Spray tunnel washers identified as Legionnaires risk

Legionella deaths can often hit the headlines. The source of an outbreak in Edinburgh in 2012 was never discovered although two people died and dozens became very ill. A recent legionella death in Stoke-on-Trent was associated with a spa-bath display in a shopping centre.

Why should we be concerned in the metal finishing industry?

Legionella bacteria are commonly found in natural water systems such as rivers and lakes where their numbers are usually low and they pose little risk. They grow over a temperature range of 20°C to 45°C. Below this temperature they survive dormant and as the temperature rises above 50°C they are progressively killed off and will not survive long at temperatures above 60°C. Their ideal growth temperature is around human body temperature, 37°C so that even in a hot chemical bath system the first rinse is a perfect environment for bacteria. Whilst legionella are widely found in the natural environment the risk comes when they contaminate man-made water systems, entering at low levels in the incoming water supply or in air-borne aerosols. Many aqueous spray plants not only provide the ideal environment for legionella to multiply but also involve water sprays which can release dangerous aerosols into the atmosphere.

As well as a water temperature of 20°C to 45°C legionella bacteria need a supply of nutrients which are usually provided by other microbes which are commonly found in the water. In particular there is a strong relationship between biofilms (microbial slimes), amoebae and the growth of legionella. Biofilms flourish in warm, stagnant water. As a general rule legionella likes dirty systems which are fouled with corrosion products and scale and dislikes clean water systems.

Am I describing your wash tunnel?

The cost of gas is continually rising so the reduction in process temperatures will also give rise to more legionella outbreaks.

Employees at a large engineering firm in the Midlands of England were diagnosed with Legionnaires disease; the only common factor was their employment at the company. After investigation and sampling, the source of their infection was found to be an aqueous tunnel washer (pre-treatment plant) of the type that is typically found at motor vehicle and ‘white goods’ manufacturing facilities. The plant was of the type used to pre-treat components prior to painting (e.g. with wet paint or powder coating).

The management “owned up” to their inadequacies and invited the HSE to make a full investigation which would help others who had similar equipment. The details are on the HSE web site under “legionella in aqueous tunnel washers.”

To summarise: Under general health and safety law, you have to consider the risks from legionella that may affect your staff or members of the public and take suitable precautions. As an employer or a person in control of the premises (eg a landlord), you must:

  • identify and assess sources of risk;
  • prepare a scheme (or course of action) for preventing or controlling the risk;
  • implement and manage the scheme – appointing a person to be managerially responsible, sometimes referred to as the ‘responsible person’;
  • keep records and check that what has been done is effective; and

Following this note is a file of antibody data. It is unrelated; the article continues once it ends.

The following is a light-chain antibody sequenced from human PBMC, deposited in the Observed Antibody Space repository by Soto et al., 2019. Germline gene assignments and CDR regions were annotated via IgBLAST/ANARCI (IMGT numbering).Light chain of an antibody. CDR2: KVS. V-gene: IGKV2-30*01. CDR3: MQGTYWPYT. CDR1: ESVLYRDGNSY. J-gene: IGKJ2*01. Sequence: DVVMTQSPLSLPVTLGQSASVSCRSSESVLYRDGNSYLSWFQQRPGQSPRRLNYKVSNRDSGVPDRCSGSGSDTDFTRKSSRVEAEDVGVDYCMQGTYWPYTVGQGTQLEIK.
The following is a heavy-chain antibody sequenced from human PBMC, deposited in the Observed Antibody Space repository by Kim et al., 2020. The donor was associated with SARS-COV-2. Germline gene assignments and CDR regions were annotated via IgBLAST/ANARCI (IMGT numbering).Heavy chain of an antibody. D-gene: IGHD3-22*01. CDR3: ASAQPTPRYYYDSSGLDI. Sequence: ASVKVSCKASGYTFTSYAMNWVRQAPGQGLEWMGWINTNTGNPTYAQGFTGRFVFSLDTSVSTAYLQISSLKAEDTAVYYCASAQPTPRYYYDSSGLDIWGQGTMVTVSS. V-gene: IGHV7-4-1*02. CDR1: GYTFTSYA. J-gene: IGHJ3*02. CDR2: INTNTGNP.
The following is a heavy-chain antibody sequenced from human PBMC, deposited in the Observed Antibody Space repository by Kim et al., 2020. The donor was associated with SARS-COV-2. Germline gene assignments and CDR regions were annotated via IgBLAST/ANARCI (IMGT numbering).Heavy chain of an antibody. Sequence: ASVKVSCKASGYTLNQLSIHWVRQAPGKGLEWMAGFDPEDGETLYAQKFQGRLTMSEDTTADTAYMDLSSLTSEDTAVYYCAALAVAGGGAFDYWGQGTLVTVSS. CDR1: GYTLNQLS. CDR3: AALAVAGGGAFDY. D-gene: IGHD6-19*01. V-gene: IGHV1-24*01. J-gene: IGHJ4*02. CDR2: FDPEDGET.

• if appropriate, notify the local authority that you have tunnel spray washers on site.

The first course of action when identifying any risk is to invite a competent company to produce a risk assessment. In the case of spray tunnel washers the results will inevitably indicate a “high risk”. i.e. Storage of tepid, water in a dirty environment and the permanent presence of water droplets in the air.

What to do?

The common practice for companies who have identified the problem is to add a biocide to the tanks on a regular basis in order to keep the background level of bacteria in control. This is combined with a daily “dip slide test” which gives a bacteria reading a day or so later when the slide is incubated at 30- 35C. Some companies raise the temperature of the bath to 60C.once a week. This does kill bacteria but they do multiply and return to previous levels within days. It’s also a waste of energy and will not deal with the most serious area of contamination. i.e. the tepid and dirty first rinse stage.

The choice of biocide will depend on a number of factors including:

  • Compatibility with chemicals used in the pre-treatment process
  • Requirement to change the formulation as the bacteria become immune
  • Availability of competent staff who are trained and equipped to use these chemicals  Possibility of chemical attack and degradation of the plant itself
  • Possible effect on the components and interference with the surface finish
  • The chemistry of the rinse waters (e.g. pH, reduction potential and temperature)
  • Plus the water board do not like excess biocide in the wastewater as it kills their useful bacteria in the sewage farm.

The alternative is to use a non-biocide approach and fit a catalytic reactor source specifically designed to cope with cloudy liquids. The “cloudy liquids definition” is important as a standard UV system will not work in this industry because its UV can only penetrate “clear” water. An iPURtech Liquid Purification System will not need regular attention or trained staff to operate it and will save on the regular purchase and storage associated with biocides. It also kills fungus and the bacteria which can never become immune to its rays.